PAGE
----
I was doing a 45/45 compound cut when out of nowhere the saw mangled
the piece I was working on and stopped with a grind. After I looked at
the damage to the piece (and doing a finger count), I also noticed the
saw blade had bent the rear blade guard, broken the vacuum attachment,
and ripped into the aluminum side frame of the saw itself. The force
had to have been tremendous. I put on a fresh blade and noticed that
it wobbled. I fear the shaft is also bent.
I took the saw today to the dewalt dealer and it is still under their 3
yr warrenty so I think I am covered.
Has this ever happend to anyone? There were no nails in the wood
(common ash), and didn't think I was doing anything out of the ordinary
in the cut. I have only had a CMS for a year and a half, and don't
consider myself an expert in it's usage so any advice is welcome.
That would be my supposition as well--I'm thinking the vacuum system
was perhaps the culprit here. Possibly it had sufficient suction to
hold the small offcut piece up and carried it into the blade path?
I've never used the rear suction port, only a hood on the back of the
table so can't really judge for sure, but I'd worried about such events
I'd go along with that too. I had a similar thing happen on my Delta CMS. It
destroyed the blade guard and jammed the saw up. In my case I traced the
problem to blade with positive rake on the teeth. With negative and zero
rake blades I've never had a problem.
whew... Like others have stated, if the waste piece is not where it should
be after the cut, it probably flew up and did the damage. The smaller the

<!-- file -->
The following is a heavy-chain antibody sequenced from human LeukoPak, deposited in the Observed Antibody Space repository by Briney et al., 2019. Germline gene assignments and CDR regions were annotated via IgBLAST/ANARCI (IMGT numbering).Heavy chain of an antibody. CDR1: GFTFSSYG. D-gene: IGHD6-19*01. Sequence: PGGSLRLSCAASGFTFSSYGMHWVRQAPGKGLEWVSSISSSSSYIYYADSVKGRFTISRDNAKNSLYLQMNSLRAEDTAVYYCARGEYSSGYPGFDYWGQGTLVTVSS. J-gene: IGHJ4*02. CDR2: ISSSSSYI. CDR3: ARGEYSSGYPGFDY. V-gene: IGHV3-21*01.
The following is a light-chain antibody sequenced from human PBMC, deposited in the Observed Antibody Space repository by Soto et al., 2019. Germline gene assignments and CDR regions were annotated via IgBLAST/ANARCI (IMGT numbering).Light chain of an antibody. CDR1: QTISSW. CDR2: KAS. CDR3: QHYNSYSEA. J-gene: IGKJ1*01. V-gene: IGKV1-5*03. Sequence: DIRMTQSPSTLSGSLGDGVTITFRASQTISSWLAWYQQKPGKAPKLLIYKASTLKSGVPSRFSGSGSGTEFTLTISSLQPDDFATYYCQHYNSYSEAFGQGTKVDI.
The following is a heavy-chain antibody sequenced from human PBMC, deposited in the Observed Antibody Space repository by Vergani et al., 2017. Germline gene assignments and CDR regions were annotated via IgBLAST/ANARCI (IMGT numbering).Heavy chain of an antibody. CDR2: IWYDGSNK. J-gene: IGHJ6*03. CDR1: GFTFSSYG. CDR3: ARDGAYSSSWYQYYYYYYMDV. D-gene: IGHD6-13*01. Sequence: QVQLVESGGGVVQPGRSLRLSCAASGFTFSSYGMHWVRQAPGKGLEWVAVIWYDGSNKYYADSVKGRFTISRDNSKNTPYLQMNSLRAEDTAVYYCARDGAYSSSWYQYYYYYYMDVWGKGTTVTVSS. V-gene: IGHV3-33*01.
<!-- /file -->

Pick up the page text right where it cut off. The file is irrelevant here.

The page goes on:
waste the more likely it will move around after the cut is complete. When
the waste piece is situated between the blade and fence, the acute angle
side of the set up, a kick back type situation is more likely.
It sounds like a perfect situation for a clamp. And if that is not
possible, stand clear of the potential projectile. He should be grateful
that this little peice just damaged his saw. It could have been much worse.
It's pretty hard to clamp a piece that's only a half-inch long, especially
with a compound cut... Trying to rig up some sort of zero clearance back
and side base for the saw might be productive, though. But I probably
wouldn't have thought about it till reading this thread.
Just my $0.02.
I saw a tip in one of the WWing mags a while back that had you push a
thumbtack through one end of a rubber band into the scrap to be. Make
sure the point of the tack will not be hit by the blade. Tack the other
end of the rubber band about 1 1/2 times it's length from the scrap to
the fence. this keeps it from bouncing back into the blade. Haven't
tried it though.
On 15 Aug 2006 06:45:44 -0700, "Todd the wood junkie"
When a cutoff is small it can be thrown anywhere and faster than a
blink of an eye. I suspect the cutoff jammed the blade--yes this has
happened to me. Another reason to be certain your stock is firmly in
place, your hands are a safe distance from the blade, safety glasses
are worn, and the operator is in sound mind with safety first. Glad
you were not hurt!
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